The time of the spooks is upon us! Happy almost-Halloween to my fellow classic fanatics. Halloween on TMP means Horror Half-Week, a four-day celebration of eerie films from the early to mid-20th century. Today we’ve got a monster flick — The Giant Behemoth (1959)! Yesterday’s review: The Walking Dead (1936)
American marine biologist Steve Karnes (Gene Evans) is visiting London to speak at a conference on the use of atomic weapons and their impact on the oceans. He warns that if atomic weapons are used, a biological chain reaction will occur, with disastrous after-effects.
His ideas are brushed off by most of the audience, many of whom refuse to worry because atomic tests have only been carried out in remote locations. But soon after, fisherman Tom Trefethen (Henry Vidon) is found nearly dead, covered in burns after a day spent fishing with his daughter (Leigh Madison). With his last words, Tom warns that he was attacked by an enormous creature in the sea.
After the funeral, the beach is found to be covered in thousands of dead fish. When Steve learns that all fishing in Cornwall has been stopped due to the mystery of the “behemoth” and the dead fish, he decides to investigate, with the help of physicist Professor Bickford (Andre Morell).
The men head to Cornwall, but is it already too late? Has Steve’s prediction of radioactive sea creatures and mass destruction come true?
“And the Lord said: ‘Behold, now, the behemoth!'”
The Giant Behemoth, also known as Behemoth, the Sea Monster, was directed by Eugene Lourie and Douglas Hickox. The film was scripted by Lourie and Daniel James, from a story by Robert Abel and Alan J. Adler.
A fantastic sense of tension and danger is built from the beginning of The Giant Behemoth. The message of the film is very transparent: your usual anti-atomic mid-century tale of fear, danger, and destruction.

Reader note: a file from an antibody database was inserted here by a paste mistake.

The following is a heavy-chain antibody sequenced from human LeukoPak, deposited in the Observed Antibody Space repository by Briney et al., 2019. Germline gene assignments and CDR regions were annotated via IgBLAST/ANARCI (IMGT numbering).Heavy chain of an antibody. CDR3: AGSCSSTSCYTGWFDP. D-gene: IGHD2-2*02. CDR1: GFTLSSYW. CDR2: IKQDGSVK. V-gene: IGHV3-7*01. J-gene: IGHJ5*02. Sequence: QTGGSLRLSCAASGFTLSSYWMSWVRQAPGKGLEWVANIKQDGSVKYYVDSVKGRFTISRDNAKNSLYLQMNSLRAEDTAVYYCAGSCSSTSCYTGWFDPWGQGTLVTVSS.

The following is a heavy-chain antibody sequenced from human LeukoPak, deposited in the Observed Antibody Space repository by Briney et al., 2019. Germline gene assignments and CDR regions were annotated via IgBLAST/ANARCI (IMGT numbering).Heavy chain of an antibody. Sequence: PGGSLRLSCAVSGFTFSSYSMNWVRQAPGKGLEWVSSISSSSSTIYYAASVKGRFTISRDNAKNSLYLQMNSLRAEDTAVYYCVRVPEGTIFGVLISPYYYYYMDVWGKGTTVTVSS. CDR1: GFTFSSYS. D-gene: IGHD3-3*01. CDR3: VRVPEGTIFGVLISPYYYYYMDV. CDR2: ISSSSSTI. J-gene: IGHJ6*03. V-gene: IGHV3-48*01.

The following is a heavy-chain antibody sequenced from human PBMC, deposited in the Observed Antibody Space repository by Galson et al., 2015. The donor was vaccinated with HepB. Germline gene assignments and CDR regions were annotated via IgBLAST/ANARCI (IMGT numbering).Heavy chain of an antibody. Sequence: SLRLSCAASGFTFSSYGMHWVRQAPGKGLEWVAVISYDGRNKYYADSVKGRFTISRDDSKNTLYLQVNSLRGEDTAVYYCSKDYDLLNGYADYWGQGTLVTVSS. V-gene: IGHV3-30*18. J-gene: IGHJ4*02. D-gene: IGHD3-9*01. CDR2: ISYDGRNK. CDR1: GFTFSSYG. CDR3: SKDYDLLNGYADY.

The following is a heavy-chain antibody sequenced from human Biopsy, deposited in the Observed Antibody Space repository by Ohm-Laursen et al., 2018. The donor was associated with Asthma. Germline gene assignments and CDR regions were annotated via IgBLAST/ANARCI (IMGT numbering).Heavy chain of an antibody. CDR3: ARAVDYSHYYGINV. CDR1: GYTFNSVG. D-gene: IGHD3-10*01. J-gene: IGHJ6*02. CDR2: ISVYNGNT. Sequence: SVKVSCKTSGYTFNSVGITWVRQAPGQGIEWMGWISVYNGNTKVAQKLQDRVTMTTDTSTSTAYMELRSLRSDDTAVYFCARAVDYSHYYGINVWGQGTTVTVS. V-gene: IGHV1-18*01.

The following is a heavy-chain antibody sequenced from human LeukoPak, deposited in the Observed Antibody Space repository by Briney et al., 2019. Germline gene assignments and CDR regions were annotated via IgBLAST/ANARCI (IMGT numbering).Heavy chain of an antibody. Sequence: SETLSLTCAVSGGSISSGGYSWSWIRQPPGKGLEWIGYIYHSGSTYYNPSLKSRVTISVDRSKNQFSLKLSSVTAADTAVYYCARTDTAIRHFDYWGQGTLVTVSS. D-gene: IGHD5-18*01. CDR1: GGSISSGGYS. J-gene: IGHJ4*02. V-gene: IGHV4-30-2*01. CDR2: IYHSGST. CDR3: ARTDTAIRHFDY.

The story is very effectively told in that not only is the monster radioactive thanks to human experimentation, but just about every idea people have to destroy the monster would only cause greater damage as well. Weapons are useless against the beast, as it simply emits “bleep-bloop” sounds and waves of radioactivity when shot, spreading the radioactivity further, harming more of the environment and many more people, for years to come.
“A million radioactive particles blown into every corner of London?! Why, the whole city would be poisoned for God knows how many years!”
Much of the film is dedicated to the science behind the monster, the investigation to discover what exactly caused the tragedies in Cornwall, and the method by which to destroy the beast, but there’s a fair bit of action packed into the second half as well. In one scene, a helicopter explodes! I guess that’s what they get for flying too close to the s…on of the Loch Ness monster. (Badum-tsk! Bad joke alert!)
The film’s stop-motion animation was supervised by Willis O’Brien of King Kong fame, much of the hands-on work carried out by O’Brien’s assistant, Pete Peterson. Expectations are high with these talents involved, though much to the disappointment of both O’Brien and director Lourie, budget constraints kept O’Brien from overseeing all of the film’s special effects (according to TCM). Both were reportedly unhappy with the end result, but I still thought it was very cool to watch, the stop-motion incorporated very effectively into scenes of London as seen above.
Another positive: the score. This music would seem a tad overbearing in any other type of film, but works in this story of a radioactive sea giant heading to London to destroy all humanity. The story isn’t subtle, so why should the music be? It adds greatly to the film’s atmosphere.
The Giant Behemoth is a pure slice of sci-fi monster fun. I’d even go so far as to consider it a new favorite. It avoids corn more successfully than you’d expect for a film that’s basically called The Giant Giant, if you strip the word “behemoth” of its biblical connotation (which is mentioned several times in the film). I thoroughly enjoyed it from the first moment to the last.